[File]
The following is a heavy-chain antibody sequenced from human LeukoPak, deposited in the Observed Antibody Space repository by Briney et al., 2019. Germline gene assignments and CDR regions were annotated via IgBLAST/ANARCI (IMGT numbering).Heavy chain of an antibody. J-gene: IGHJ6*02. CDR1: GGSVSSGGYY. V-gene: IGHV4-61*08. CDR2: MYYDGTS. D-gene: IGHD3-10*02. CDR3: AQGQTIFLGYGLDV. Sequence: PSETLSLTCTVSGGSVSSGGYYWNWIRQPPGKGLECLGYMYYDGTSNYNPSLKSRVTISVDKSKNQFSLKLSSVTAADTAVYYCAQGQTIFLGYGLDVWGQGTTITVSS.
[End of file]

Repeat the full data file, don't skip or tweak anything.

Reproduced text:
The following is a heavy-chain antibody sequenced from human LeukoPak, deposited in the Observed Antibody Space repository by Briney et al., 2019. Germline gene assignments and CDR regions were annotated via IgBLAST/ANARCI (IMGT numbering).Heavy chain of an antibody. J-gene: IGHJ6*02. CDR1: GGSVSSGGYY. V-gene: IGHV4-61*08. CDR2: MYYDGTS. D-gene: IGHD3-10*02. CDR3: AQGQTIFLGYGLDV. Sequence: PSETLSLTCTVSGGSVSSGGYYWNWIRQPPGKGLECLGYMYYDGTSNYNPSLKSRVTISVDKSKNQFSLKLSSVTAADTAVYYCAQGQTIFLGYGLDVWGQGTTITVSS.